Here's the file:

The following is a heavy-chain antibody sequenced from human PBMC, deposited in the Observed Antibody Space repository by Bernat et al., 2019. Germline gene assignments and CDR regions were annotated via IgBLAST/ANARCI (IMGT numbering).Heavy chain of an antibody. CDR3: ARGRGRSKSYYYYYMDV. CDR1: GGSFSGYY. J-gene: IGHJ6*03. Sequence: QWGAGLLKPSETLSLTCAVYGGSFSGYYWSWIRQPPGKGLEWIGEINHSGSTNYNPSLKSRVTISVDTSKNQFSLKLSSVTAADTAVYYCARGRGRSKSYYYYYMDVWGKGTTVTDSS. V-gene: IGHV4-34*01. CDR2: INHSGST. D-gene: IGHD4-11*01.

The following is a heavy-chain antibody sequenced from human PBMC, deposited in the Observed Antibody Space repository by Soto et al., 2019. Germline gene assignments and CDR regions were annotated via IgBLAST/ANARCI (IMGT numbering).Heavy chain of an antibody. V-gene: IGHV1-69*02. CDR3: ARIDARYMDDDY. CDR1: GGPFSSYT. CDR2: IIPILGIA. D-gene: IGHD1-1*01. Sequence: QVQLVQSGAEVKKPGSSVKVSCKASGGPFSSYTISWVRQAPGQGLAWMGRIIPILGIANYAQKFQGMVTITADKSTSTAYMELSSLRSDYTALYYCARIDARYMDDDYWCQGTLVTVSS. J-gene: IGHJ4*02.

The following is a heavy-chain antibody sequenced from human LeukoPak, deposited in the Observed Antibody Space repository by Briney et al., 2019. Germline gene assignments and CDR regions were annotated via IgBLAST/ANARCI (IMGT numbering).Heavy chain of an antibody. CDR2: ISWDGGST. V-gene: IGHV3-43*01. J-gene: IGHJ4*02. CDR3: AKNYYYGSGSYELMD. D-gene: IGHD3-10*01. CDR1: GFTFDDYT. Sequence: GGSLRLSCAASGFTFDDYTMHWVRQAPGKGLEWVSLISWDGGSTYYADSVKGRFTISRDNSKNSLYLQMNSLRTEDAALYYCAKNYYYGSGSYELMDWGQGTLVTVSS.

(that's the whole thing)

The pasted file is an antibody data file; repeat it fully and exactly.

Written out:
The following is a heavy-chain antibody sequenced from human PBMC, deposited in the Observed Antibody Space repository by Bernat et al., 2019. Germline gene assignments and CDR regions were annotated via IgBLAST/ANARCI (IMGT numbering).Heavy chain of an antibody. CDR3: ARGRGRSKSYYYYYMDV. CDR1: GGSFSGYY. J-gene: IGHJ6*03. Sequence: QWGAGLLKPSETLSLTCAVYGGSFSGYYWSWIRQPPGKGLEWIGEINHSGSTNYNPSLKSRVTISVDTSKNQFSLKLSSVTAADTAVYYCARGRGRSKSYYYYYMDVWGKGTTVTDSS. V-gene: IGHV4-34*01. CDR2: INHSGST. D-gene: IGHD4-11*01.

The following is a heavy-chain antibody sequenced from human PBMC, deposited in the Observed Antibody Space repository by Soto et al., 2019. Germline gene assignments and CDR regions were annotated via IgBLAST/ANARCI (IMGT numbering).Heavy chain of an antibody. V-gene: IGHV1-69*02. CDR3: ARIDARYMDDDY. CDR1: GGPFSSYT. CDR2: IIPILGIA. D-gene: IGHD1-1*01. Sequence: QVQLVQSGAEVKKPGSSVKVSCKASGGPFSSYTISWVRQAPGQGLAWMGRIIPILGIANYAQKFQGMVTITADKSTSTAYMELSSLRSDYTALYYCARIDARYMDDDYWCQGTLVTVSS. J-gene: IGHJ4*02.

The following is a heavy-chain antibody sequenced from human LeukoPak, deposited in the Observed Antibody Space repository by Briney et al., 2019. Germline gene assignments and CDR regions were annotated via IgBLAST/ANARCI (IMGT numbering).Heavy chain of an antibody. CDR2: ISWDGGST. V-gene: IGHV3-43*01. J-gene: IGHJ4*02. CDR3: AKNYYYGSGSYELMD. D-gene: IGHD3-10*01. CDR1: GFTFDDYT. Sequence: GGSLRLSCAASGFTFDDYTMHWVRQAPGKGLEWVSLISWDGGSTYYADSVKGRFTISRDNSKNSLYLQMNSLRTEDAALYYCAKNYYYGSGSYELMDWGQGTLVTVSS.